Details and information on the report, which is currently being developed, are here
CBA Joins National Industry in Opposing Proposed RFS Volumes
COMMENTS ON THE RENEWABLE FUEL STANDARD PROGRAM
Docket ID EPA-HQ-OAR-2017-0091
The California Biodiesel Alliance (CBA) appreciates the opportunity to comment on the 2018 and 2019 Standards for the Renewable Fuel Standard Program (referred to herein as "RFS Proposal"). CBA is California's
not-for-profit biodiesel industry trade association, representing the state's biodiesel producers and a broad range of stakeholders.
CBA endeavors to increase awareness about biodiesel as California's leading and widely available advanced biofuel that delivers significant economic, environmental, and energy diversity benefits throughout the state.
In submitting this letter, CBA wishes to state our support for the comments of the National Biodiesel Board in this matter. Specifically, we stand with the national biodiesel industry in unequivocal opposition to the proposed freeze of the Biomass-Based Diesel Renewable Volume Obligation ("RVO") at 2.1 billion gallons for 2019 and to cutting the 2018 Advanced Biofuel RVO to 4.24 billion gallons from 4.28 billion gallons for 2017. CBA and its members feel strongly that the demand for low-carbon renewable transportation fuels in California and across the country more than justifies a moderate increase in both the Biomass-Based Diesel and Advanced Biofuel numbers. We respectfully request that EPA's final rule reflect a moderate increase to 2.75 billion gallons for Biomass-Based Diesel and 5.25 billion gallons for Advanced Biofuel.
The continued growth of the RFS is in line with the Administration's America First policy, creating good, family supporting jobs across the country in a wide array of industries ranging
from agriculture to aerospace. In fact, the national biomass-based diesel industry currently supports about 64,000 jobs with
3,200 new jobs created for every 100 million additional gallons
of biodiesel production.
The RFS is also a huge factor in energy security, as evidenced by the massive use of renewable fuels by our brave branches of the military. Conversely, a reduced or stagnated RVO has the substantial likelihood of resulting in reduced domestic production and job loss. In fact, four of California's eleven biodiesel plants closed their doors as a result of poor market conditions in 2014. Other plants scaled back production, laid off workers, deferred expansion projects, and lost investment opportunities.
The current RFS proposal would reverse the long-term bipartisan policy of growing advanced biofuels that Congress intended when it created the RFS program. The proposed rule seeks to lower the advanced biofuel volume below the level EPA has determined is "reasonably attainable," citing compliance costs, potential for diversion of feedstocks and the lapsed tax credit. As discussed at length in NBB's comments, these arguments are simply inappropriate and factually inaccurate. The entire purpose of the RFS was to stimulate growth of the renewable fuel market and to encourage infrastructure investments to reduce costs along the way. The program - especially the biomass-based diesel portion-has been a huge success.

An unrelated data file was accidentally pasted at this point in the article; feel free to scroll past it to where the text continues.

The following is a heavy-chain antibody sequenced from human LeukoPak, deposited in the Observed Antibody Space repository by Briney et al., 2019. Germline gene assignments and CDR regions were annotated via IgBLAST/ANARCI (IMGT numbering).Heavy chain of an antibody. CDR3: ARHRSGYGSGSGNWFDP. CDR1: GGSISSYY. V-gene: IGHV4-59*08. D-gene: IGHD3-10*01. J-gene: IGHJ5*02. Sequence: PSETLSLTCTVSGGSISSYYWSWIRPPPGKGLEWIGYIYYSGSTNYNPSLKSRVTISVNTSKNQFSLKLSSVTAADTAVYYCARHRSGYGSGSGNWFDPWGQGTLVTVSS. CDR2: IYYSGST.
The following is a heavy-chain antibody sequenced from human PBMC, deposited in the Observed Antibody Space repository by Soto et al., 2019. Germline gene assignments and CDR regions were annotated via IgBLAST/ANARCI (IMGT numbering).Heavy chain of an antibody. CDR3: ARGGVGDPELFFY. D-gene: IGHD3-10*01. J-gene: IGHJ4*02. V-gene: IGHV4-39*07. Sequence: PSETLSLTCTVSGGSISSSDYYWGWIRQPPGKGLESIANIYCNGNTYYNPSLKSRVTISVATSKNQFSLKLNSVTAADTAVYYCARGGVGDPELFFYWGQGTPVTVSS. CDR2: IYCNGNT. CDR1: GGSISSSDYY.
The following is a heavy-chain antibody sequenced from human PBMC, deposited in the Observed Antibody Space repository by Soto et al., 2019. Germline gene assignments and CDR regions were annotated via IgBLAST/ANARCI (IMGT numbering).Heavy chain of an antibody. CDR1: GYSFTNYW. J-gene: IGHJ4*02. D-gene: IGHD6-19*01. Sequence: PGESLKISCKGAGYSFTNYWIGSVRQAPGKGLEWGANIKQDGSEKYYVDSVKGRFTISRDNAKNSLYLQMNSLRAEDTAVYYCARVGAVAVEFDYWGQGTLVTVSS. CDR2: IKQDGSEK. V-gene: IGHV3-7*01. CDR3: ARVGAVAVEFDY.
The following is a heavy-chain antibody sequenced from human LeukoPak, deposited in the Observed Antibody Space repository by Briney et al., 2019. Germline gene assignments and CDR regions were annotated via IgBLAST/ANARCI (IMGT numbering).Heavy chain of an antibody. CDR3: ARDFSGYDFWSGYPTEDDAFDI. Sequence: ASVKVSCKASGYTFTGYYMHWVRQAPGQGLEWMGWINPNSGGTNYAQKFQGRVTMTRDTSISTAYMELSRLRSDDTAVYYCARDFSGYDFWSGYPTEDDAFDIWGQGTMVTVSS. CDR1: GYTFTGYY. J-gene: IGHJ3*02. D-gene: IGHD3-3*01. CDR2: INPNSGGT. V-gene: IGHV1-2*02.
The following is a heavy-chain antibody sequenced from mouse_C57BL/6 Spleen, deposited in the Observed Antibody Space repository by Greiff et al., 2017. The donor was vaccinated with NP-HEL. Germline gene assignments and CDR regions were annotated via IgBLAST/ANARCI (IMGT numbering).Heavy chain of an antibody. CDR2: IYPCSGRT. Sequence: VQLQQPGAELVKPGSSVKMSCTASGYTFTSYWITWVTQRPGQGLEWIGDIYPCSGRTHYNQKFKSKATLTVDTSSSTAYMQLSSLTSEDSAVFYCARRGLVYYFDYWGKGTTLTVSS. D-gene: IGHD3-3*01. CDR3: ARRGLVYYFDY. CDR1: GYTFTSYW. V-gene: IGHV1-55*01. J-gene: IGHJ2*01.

In California, nearly all of the major terminals have installed biodiesel blending infrastructure and smaller operations are following suit. The State of California Energy Commission has also helped stimulate domestic production with grants. As a result of these and other efforts to grow the market, we have witnessed a staggering 250% growth in the market since 2013, including years in which the tax credit was lapsed. Given the mandated increase in carbon reduction from 3.5% in 2016 to 10% in 2020, it is reasonable to expect California's consumption of biomass-based diesel to at least double to reach 820 million gallons in 2020.
LCFS Volumes as Reported by the California Air Resources Board
We strongly urge the EPA to revise the RFS proposal in the final rule for both Biomass-Based Diesel and Advanced Biofuels to match the potential of the biodiesel industry to increase production given current and projected capacity. We ask that the advanced biofuels volumes be set at a minimum of 5.25 billion gallons for 2018, an increase from the proposed 4.24 billion gallons. The 2019 RFS for biomass-based diesel should be at least 2.75 billion gallons, an increase from the proposed 2.1 billion gallons. Further, we believe that Biomass-Based diesel, as the largest single source of advanced biofuels in our country today with the lowest of compliance, should be grown by hundreds of millions of gallons each year.
LMC International, The Economic Impact of the Biodiesel Industry on the U.S. Economy, June 2016, EPA-HQ-OAR-2015-0111 ("LMC Jobs Study").
The four plants that closed were: Yokayo Biofuels, Blue Sky Biofuels, Promethean Biofuels and Bently Biofuels.
National Renderers Association)
Biodiesel Renewable Fuel Standard Volumes Should be Increased
Ample Rendering Feedstock Supplies Seen in Future, Cleaner Air, More Jobs
Washington, D.C. - August 2, 2017 - The rendering industry is ready to supply increased volumes of feedstocks for biodiesel production if the Environmental Protection Agency (EPA) increases its Renewable Fuel Standard (RFS) volumes in 2018 and 2019, said Doug Smith of Baker Commodities in testimony at the agency's public hearing August 1 in Washington, D.C.